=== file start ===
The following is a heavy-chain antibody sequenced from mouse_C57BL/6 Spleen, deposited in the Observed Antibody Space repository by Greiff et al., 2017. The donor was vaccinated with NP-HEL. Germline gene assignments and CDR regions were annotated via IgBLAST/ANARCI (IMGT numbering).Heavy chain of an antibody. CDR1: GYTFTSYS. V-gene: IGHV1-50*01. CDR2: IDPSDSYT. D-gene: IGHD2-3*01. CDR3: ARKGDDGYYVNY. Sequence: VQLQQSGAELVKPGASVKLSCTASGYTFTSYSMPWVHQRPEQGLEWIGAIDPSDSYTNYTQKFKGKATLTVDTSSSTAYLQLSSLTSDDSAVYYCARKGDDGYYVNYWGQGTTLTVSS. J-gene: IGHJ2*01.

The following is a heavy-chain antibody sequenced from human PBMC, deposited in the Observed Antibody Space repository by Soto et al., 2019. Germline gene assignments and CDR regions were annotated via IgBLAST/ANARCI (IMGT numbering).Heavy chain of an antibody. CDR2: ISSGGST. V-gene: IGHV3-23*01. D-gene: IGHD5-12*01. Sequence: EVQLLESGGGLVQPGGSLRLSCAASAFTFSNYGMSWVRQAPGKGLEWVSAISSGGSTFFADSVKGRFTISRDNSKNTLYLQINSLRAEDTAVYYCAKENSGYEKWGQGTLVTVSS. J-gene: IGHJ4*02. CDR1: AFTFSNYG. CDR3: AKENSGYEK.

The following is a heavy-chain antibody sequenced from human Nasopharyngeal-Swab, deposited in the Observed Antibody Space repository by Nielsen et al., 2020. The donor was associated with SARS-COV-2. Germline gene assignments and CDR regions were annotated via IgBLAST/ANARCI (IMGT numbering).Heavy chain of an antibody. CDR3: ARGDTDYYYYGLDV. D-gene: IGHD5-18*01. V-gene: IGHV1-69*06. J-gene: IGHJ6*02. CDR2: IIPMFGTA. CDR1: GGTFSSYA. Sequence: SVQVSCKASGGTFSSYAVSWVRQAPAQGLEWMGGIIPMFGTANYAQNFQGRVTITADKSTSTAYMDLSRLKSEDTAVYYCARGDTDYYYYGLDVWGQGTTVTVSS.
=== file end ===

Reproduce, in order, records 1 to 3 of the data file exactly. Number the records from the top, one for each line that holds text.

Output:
The following is a heavy-chain antibody sequenced from mouse_C57BL/6 Spleen, deposited in the Observed Antibody Space repository by Greiff et al., 2017. The donor was vaccinated with NP-HEL. Germline gene assignments and CDR regions were annotated via IgBLAST/ANARCI (IMGT numbering).Heavy chain of an antibody. CDR1: GYTFTSYS. V-gene: IGHV1-50*01. CDR2: IDPSDSYT. D-gene: IGHD2-3*01. CDR3: ARKGDDGYYVNY. Sequence: VQLQQSGAELVKPGASVKLSCTASGYTFTSYSMPWVHQRPEQGLEWIGAIDPSDSYTNYTQKFKGKATLTVDTSSSTAYLQLSSLTSDDSAVYYCARKGDDGYYVNYWGQGTTLTVSS. J-gene: IGHJ2*01.

The following is a heavy-chain antibody sequenced from human PBMC, deposited in the Observed Antibody Space repository by Soto et al., 2019. Germline gene assignments and CDR regions were annotated via IgBLAST/ANARCI (IMGT numbering).Heavy chain of an antibody. CDR2: ISSGGST. V-gene: IGHV3-23*01. D-gene: IGHD5-12*01. Sequence: EVQLLESGGGLVQPGGSLRLSCAASAFTFSNYGMSWVRQAPGKGLEWVSAISSGGSTFFADSVKGRFTISRDNSKNTLYLQINSLRAEDTAVYYCAKENSGYEKWGQGTLVTVSS. J-gene: IGHJ4*02. CDR1: AFTFSNYG. CDR3: AKENSGYEK.

The following is a heavy-chain antibody sequenced from human Nasopharyngeal-Swab, deposited in the Observed Antibody Space repository by Nielsen et al., 2020. The donor was associated with SARS-COV-2. Germline gene assignments and CDR regions were annotated via IgBLAST/ANARCI (IMGT numbering).Heavy chain of an antibody. CDR3: ARGDTDYYYYGLDV. D-gene: IGHD5-18*01. V-gene: IGHV1-69*06. J-gene: IGHJ6*02. CDR2: IIPMFGTA. CDR1: GGTFSSYA. Sequence: SVQVSCKASGGTFSSYAVSWVRQAPAQGLEWMGGIIPMFGTANYAQNFQGRVTITADKSTSTAYMDLSRLKSEDTAVYYCARGDTDYYYYGLDVWGQGTTVTVSS.